I had the pleasure of going to an event on March 14th, 2019. It was an event held by mHUB for their 2 year anniversary. For those of you who are unfamiliar with mHUB, I will do my best to give people an understanding of this organization and how it is integral to the community of Chicago and its future of innovation within the additive manufacturing industry. I will also give some opinions on Chicago as a whole, with me being based in this city.
I have lived in Chicago for most of my life. I believe that Chicago is one of the most interesting places due to how unique it is as a city as well as its individuals. Chicagoans have some of the most interesting and wild combinations of skill sets compared to other major cities. For example, I am a writer for 3DPrint.com, a maker, a community organizer for local nonprofits, a contributing member to an international startup remotely called WikiFactory, and a rapper when I have free time. I have met even more interesting people with such vast backgrounds in this city. There is never a lack of stimulation here.
As a city that wants to pride itself on its citizens and how diverse it is, it is important to have different organizations within the city to build for the future. Chicago is in a time period of transition. We have been historically rooted within a tradition of manufacturing. The job market for industrial jobs is slowing down. So how does one deal with this? Evolution is key to building towards the future. Chicago and mHUB are trying to do this.
mHUB is Chicago’s epicentre for the future of additive manufacturing. It is a place where people can become members and they are granted access to 3D printers of various kinds, as well as a network of people within the additive manufacturing ecosystem of Chicago. It is a space for startup organizations to build products towards the future. Chicago wants to reinvigorate and innovate by bringing into existence a new Industrial Revolution. This can be referred to as the common term Industry 4.0. Leveraging the digital world as well as the product world leads to a new era of technology that is happening globally, Chicago wants to have a large contribution to this.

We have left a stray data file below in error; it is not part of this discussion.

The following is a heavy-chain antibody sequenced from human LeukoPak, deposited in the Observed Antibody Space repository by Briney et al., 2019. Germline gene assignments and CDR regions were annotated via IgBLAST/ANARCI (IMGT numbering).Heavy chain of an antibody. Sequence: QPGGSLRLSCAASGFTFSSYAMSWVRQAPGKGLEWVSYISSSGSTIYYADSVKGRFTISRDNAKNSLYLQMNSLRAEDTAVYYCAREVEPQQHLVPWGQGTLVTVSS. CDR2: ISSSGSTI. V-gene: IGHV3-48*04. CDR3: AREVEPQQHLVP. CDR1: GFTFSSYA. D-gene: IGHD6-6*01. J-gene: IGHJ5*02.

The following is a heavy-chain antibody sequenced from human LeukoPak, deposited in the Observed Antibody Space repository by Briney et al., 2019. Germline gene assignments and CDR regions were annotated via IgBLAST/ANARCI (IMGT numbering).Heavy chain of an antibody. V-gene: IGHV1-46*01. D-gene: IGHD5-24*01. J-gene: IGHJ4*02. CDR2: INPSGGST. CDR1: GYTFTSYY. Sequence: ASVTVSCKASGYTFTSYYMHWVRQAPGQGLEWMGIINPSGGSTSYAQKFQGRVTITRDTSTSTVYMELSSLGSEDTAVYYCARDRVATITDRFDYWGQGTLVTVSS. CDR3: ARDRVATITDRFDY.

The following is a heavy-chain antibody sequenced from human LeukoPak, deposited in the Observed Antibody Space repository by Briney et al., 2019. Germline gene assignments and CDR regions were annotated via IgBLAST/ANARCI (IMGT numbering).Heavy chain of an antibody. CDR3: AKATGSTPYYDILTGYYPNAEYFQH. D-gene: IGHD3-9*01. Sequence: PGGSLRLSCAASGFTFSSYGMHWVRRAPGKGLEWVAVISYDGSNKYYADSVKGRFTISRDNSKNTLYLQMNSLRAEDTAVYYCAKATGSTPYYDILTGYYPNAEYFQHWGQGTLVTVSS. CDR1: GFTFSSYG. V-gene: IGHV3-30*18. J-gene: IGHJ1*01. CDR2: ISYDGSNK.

“mHUB exists to ensure that the Midwestern manufacturing industry continues to accelerate, grow and thrive. We are the nation’s largest and fastest-growing innovation center focused on physical product development and manufacturing.”
There were a variety of speakers at mHUB’s two year anniversary. Numerous founders of companies in Chicago were there. Various startups and companies were showcasing their talents and showing their products to different people within the Chicago community. These companies are looking to be the future of Chicago’s additive industry. Our current Mayor Rahm Emmanuel spoke, as well as recently elected governor of Illinois J.B. Pritzker. They both gave short speeches on the importance of building the economic diversity of Chicago through different organizations such as mHub.
This event is important in terms of the way Chicago is moving in the future. Chicago is a city that is historically focused on blue-collar mindsets, as well as trades and a skilled workforce therefore, is of the utmost importance. It is a midwestern city that has always had these types of ideologies. In order for Chicago to compete, it is attempting to leverage diversity and social innovation centers for technical development such as mHUB, and a variety of other incubator spaces in different industries.
It is important to note that Chicago is at a deficit in some aspects. Chicago is in an interesting dilemma. Many skilled workers are not in Chicago, as their talents may be easily attracted to New York or the Bay Area. Chicago is hard pressed for talent. Chicago is leveraging mHUB as a mainstay for additive manufacturing because they want to have remarkable talent and an appealing and diverse ecosystem for the future.
I believe Chicago is interesting in the sense that it is entrenched in politics. We are trying to build an interesting landscape for innovation within our city similar to areas in California, but we are not necessarily using the same thought processes that are present within California. The question now becomes this: Is mHUB giving people the best resources based on their membership? I believe so based on my few times around there for different talks, and knowing different startup founders who are members of this community. I also believe that it is important to note that the common citizen is not necessarily readily aware of these types of organizations at the moment. I have a variety of friends in the Chicago area who I have introduced to different incubators around the city and they have been shocked to know these things even existed. So I believe that shows an underlying problem of only certain people being able to know about resources that are available to them. Overall I applaud mHUB for its two year anniversary, and I am interested to see how it develops over the next couple of years.
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